Humans, tortoises and other Southern African animals eat sour fig fruit, and it’s made locally into traditional jams, preserves and dried fruit.
Bottle heath or erica retorta earned its name from the shape of its flowers. There’s a lively online discussion at ISpotNature.org between plant enthusiasts living in the Hermanus/Onrus area about spotting bottle heath growing in the wild — if you consider a golf course “the wild.”
Erica massonii or Houwhoek heath or sticky heath or firewheel heath is pollinated by sunbirds, and one of the amazing things about it is how little information is available online. It has showy, sticky red flowers with green tips, according to Kirstenbosch.
What is fynbos?
Fynbos is a type of vegetation that covers about 6.7 percent of South Africa in the Cape Floral Kingdom — one of the richest areas in the world for plant biodiversity. Of the 9,000 plant species found here, a majority are native fynbos vegetation.
When you first look across an expanse of fynbos, you may not be impressed by what looks like scrub and bushes. Look a bit closer and you’ll see a diversity of species found nowhere else in the wild on Earth
South Africa’s national flower, the king protea, is the most famous species of fynbos, along with heathers and ericas.
The bladder heath or erica halicacaba is a rare species that grows wild only in the mountains of the Southern Cape Peninsula. It’s also known as the gooseberry heath for its gooseberry-shaped flowers. It’s considered rare due to its limited habitat — rocky ledges at mid-to-high altitudes from Table Mountain to Paulsberg in the Cape of Good Hope Nature Reserve. Many plants grow in inaccessible places such as steep south-facing cliffs near Cape Point, or west-facing cliffs at Noordhoek and above Hout Bay. The plants are in areas not generally affected by fires, according to PlantzAfrica.com.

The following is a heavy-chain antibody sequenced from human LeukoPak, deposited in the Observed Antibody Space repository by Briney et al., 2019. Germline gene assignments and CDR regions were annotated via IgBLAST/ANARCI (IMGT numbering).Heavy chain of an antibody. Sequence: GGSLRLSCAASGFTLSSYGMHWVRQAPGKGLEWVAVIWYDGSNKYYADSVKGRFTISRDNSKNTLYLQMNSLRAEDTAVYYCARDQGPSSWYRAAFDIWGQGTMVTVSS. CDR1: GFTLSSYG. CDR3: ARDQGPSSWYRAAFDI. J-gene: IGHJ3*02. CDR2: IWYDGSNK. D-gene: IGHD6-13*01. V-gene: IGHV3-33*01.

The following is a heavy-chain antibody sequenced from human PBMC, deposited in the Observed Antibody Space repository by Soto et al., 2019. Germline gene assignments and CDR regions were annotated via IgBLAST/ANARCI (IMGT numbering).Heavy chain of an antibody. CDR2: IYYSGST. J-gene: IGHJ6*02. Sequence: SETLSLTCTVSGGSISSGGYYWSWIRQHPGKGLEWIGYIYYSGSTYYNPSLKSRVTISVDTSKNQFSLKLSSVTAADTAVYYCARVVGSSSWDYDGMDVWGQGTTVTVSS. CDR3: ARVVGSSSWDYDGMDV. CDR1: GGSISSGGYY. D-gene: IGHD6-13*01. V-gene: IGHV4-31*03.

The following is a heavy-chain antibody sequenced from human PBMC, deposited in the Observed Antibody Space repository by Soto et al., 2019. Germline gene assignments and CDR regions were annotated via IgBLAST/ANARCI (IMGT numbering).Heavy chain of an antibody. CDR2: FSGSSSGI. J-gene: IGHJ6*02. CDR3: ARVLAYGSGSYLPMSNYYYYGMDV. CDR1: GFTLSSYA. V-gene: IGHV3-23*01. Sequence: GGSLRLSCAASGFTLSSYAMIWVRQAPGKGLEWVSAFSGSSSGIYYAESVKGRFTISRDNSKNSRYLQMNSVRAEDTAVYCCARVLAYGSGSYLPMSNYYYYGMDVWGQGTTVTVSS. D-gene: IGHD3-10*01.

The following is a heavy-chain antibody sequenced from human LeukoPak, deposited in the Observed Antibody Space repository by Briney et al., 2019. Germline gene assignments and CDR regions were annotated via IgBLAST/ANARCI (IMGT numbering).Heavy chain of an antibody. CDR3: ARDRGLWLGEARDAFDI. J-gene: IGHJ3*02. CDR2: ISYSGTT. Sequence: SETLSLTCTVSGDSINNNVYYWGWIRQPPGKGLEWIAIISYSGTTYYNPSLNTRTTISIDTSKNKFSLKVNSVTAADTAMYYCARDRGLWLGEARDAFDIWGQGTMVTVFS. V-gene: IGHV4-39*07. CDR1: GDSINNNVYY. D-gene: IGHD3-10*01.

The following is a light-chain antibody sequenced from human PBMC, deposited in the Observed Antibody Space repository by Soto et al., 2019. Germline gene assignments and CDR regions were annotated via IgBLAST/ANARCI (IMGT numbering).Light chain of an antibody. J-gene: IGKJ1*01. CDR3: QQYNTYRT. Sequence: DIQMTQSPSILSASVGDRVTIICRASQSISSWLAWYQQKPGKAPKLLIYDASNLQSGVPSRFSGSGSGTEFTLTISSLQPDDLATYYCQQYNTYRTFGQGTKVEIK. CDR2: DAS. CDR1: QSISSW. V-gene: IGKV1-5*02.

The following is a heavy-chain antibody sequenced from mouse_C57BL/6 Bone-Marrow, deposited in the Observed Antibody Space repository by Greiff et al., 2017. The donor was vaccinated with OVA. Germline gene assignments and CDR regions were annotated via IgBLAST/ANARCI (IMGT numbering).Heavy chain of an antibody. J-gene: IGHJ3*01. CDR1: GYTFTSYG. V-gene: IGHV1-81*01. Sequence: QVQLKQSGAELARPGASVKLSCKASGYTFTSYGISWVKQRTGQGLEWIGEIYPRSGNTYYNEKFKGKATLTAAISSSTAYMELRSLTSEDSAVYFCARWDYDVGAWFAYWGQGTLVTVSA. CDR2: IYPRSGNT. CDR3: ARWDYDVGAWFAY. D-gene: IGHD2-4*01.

Adderley Street Flower Market
The Adderley Street Flower Market is a Cape Town institution — it has been around for more than 100 years. Sellers at this market, typically of Malay origin, belt out encouragement to passers-by way of sales pitches. The trademark wit of this boisterous bunch is best appreciated if you understand Afrikaans, but there is always a wink and hug on offer for the perplexed, according to CapeTownTravel. The Adderley Street market offers not only great variety, but great value. I recently bought a huge bunch of commercial-grade proteas and fynbos for R100 (US$8.43). Located between Strand and Darling streets, the market is walking distance to Greenmarket Square and other attractions.
What’s the big deal with World Heritage, anyway?
World heritage is the designation for places on Earth that are of outstanding universal value to humanity and that should be protected for future generations. UNESCO, or the United Nations Educational, Scientific and Cultural Organization, is the body that designates world heritage.
Examples of world heritage include the pyramids of Egypt, the Grand Canyon in the U.S., the Taj Mahal in India, the Great Barrier Reef in Australia and the Galápagos Islands in Ecuador, There are 1007 natural and cultural places on the World Heritage List in 161 countries.
A country may get financial support from the World Heritage Committee to support activities for the preservation of its sites, not to mention tourists.
The convention to protect world cultural and natural heritage was adopted by UNESCO in 1972. Countries that ratify the convention recognize that the protection of world heritage is the duty of the international community as a whole.